James Churchward, who lived from 1851 to 1936, wrote a series of books on the Lost Continent of Mu , in which he postulates that the Garden of Eden was on a now sunken continent in the Pacific Ocean. He wrote that he had been studying the subject since the 1860s when he was in India. He stated that the now-lost Pacific continent of Mu maintained a high level of civilization and colonies around the world. He also stated that Mu was the birthplace of the human race and that cataclysmic events sunk Mu beneath the waves thousands of years ago.
What most people don't know is that James was also an Engineer, or that he wrote and illustrated books and articles for Sportsmen. In 2005 I created a website dedicated to information on James Churchward and his theories. In 2011 I put out a request to find an original copy of James Churchward’s 1894 work entitled "Fishing Among the Thousand Islands". Thanks to the generosity of of Thousand Islander, Robert Matthews, the work has been scanned and I have a copy that was published by the New York Central and Hudson River Railroad.
When James got to the United States in the 1880s, he worked as a salesman on the railroad in the Northeast United States. He also began to patent some of his inventions pertaining to the railroad. These inventions included spikes and wear plates. His association with the railroads provided the opportunity to travel through the Northeast and engage in two of his favorite pastimes, fishing and hunting.
"Fishing Among the Thousand Islands" appears to be James' first published work and like the later "A Big Game and Fishing Guide to Northeastern Maine" was written in support of encouraging people to ride the railroad to engage in recreational activities in the untamed wilderness. Unlike the later work, James only covers fishing in this one, and his love of the sport is clearly evident in both.
In chapter 1, James sets the stage by describing the St. Lawrence River and the scenery in alluring terms, surreptitiously beckoning the reader to escape to the unparalleled beauty of nature and revel in the experience called, "The Fisherman's Paradise." He describes the entire enterprise, from the ever changing loveliness of the scenery in the safety and comfort of the St. Lawrence skiff, to the consumption of a lazy gourmet meal and the enjoyment of a cigar, followed eventually by the inevitable exchange of experiences after one reaches shore. After reading this, one might wonder if this is what is called heaven.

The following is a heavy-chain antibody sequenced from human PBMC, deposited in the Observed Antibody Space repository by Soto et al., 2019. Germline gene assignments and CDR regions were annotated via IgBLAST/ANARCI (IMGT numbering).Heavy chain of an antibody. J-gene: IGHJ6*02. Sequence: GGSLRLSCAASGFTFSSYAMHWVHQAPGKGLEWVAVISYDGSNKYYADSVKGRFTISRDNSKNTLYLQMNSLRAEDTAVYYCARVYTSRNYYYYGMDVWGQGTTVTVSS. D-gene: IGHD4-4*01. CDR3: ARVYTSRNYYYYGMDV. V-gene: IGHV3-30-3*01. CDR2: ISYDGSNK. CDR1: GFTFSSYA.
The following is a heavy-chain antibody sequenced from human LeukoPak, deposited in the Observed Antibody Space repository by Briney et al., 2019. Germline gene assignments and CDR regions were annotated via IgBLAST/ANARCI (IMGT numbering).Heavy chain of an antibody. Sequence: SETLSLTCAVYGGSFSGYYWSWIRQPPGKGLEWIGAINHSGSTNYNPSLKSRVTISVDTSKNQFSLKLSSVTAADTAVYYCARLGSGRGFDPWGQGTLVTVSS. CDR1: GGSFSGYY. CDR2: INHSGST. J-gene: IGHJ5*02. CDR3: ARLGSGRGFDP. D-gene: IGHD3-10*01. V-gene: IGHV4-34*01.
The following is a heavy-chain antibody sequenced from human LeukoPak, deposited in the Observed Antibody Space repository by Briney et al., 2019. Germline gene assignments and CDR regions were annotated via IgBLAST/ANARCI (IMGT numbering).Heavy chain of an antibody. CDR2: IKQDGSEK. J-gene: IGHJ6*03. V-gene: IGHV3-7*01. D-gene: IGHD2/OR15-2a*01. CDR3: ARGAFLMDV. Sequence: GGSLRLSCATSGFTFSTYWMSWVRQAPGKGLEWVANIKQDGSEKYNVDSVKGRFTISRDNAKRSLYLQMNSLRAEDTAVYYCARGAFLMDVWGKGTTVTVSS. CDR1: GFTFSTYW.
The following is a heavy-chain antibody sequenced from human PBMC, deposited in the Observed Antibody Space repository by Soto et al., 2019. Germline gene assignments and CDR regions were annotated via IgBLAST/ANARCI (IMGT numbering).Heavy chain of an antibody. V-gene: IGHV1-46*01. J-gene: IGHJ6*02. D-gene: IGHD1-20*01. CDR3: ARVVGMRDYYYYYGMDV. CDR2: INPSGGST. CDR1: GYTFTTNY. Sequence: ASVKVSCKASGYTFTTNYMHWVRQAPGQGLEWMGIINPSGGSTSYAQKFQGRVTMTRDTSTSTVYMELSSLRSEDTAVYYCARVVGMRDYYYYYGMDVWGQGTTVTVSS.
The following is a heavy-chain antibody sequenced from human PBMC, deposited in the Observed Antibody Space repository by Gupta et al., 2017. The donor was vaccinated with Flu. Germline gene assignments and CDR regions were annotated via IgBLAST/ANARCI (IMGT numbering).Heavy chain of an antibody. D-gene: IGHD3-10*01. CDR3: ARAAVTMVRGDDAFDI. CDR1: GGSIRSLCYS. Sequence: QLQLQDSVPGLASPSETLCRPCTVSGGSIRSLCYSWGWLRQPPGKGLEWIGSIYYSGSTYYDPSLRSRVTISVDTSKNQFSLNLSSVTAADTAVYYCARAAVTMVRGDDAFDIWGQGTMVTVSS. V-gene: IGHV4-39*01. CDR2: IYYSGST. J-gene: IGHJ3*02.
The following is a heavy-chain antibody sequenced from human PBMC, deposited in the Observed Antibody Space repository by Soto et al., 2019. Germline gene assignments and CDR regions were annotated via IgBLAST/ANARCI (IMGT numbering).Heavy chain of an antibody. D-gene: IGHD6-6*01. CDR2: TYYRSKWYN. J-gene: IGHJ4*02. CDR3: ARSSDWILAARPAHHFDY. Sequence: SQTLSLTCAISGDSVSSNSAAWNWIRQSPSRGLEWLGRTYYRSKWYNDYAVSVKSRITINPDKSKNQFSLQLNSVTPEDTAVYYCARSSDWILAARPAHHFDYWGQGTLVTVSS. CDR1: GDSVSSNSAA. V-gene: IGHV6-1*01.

Chapter 2 starts the intelligence briefing about the expected targets of the leisure-time endeavor, allowing that a great many types of fish are present. The reader is informed that the true game fish to pursue are the Pike Proper, Black Bass, and Muskallonge, followed by an entire chapter devoted to the description of each, how to hook them, and keep them on the line until they are in the boat. His narrative is chock full of examples that lets the reader know that James did not go fishing a couple of times before he wrote this work; his skills and the advice he offers was crafted through years of diligent practice and experience.
The intelligence briefing continues with tips on trolling for that 'Muskallonge from eighteen to twenty-five pounds (that) will give the fisherman more trouble, size for size, than any fish that exists.'
Next is presented a primer on fishing tackle with the inside information that brings you up to speed on the hardware requirements of your mission to 'Fisherman's Paradise.' James discusses lines, hooks, rods and everything else required to be correctly outfitted, he even includes a list of the contents of a Muskallonge tackle box at the end.
The final section discusses the best places to find the Muskallonge, as James mentions they are not to be found throughout the St. Lawrence River. He provides charts and descriptions of the nine best Muskallonge 'fishing holes' on the St. Lawrence in the early 1890s.
As the later book "A Big Game and Fishing Guide to Northeastern Maine" showed, this work contributes to an added dimension of James as an accomplished sportsman and man of his time. While there is no discussion of the hunting aspect in this work, James was also proficient in the care and use of firearms and suggested in "A Big Game..." that in addition to your hunting rifle, that one should carry a "holstered revolver (38 or 44 caliber)" and a hunting knife (not double-edged.)
Like many of his subsequent written works, James also provides the illustrations for this work, some of which have graced this article.
by Jack Churchward, http://my-mu.com, Clearwater, Florida
Jack E. Churchward spent six years in the United States Navy and went on to earn his Bachelor of Science in Electrical Engineering from the University of South Florida. He has over thirty years experience in the Aerospace and Defense industry, having worked on both manned and unmanned Space and Military platforms with the same firm. In addition to earning the rank of Eagle Scout and participating in archaeological digs as a youth, Jack is a fourth generation engineer and fourth generation patent holder and identifies himself as a Tibetan Buddhist.
Jack research into the life and theories of his great-grandfather James Churchward, author of the series of books about the Lost Continent of Mu, is conducted using his technical expertise, unique connections, special viewpoint and access to a portion of James' original source materials. Armed with his knowledge and capabilities, Jack seeks to create a more complete understanding of James Churchward and his theories.
He writes, “He has been married to the same lovely lady for 35 years, has three grown children and five grandchildren”.
Note: The illustrations below were published in the New York Central RR brochure, 1894, “Fishing among the Thousand Islands”. This brochure is part of the Robert Matthews Collection and generously shared with Jack Churchward and Thousand Islands life Magazine.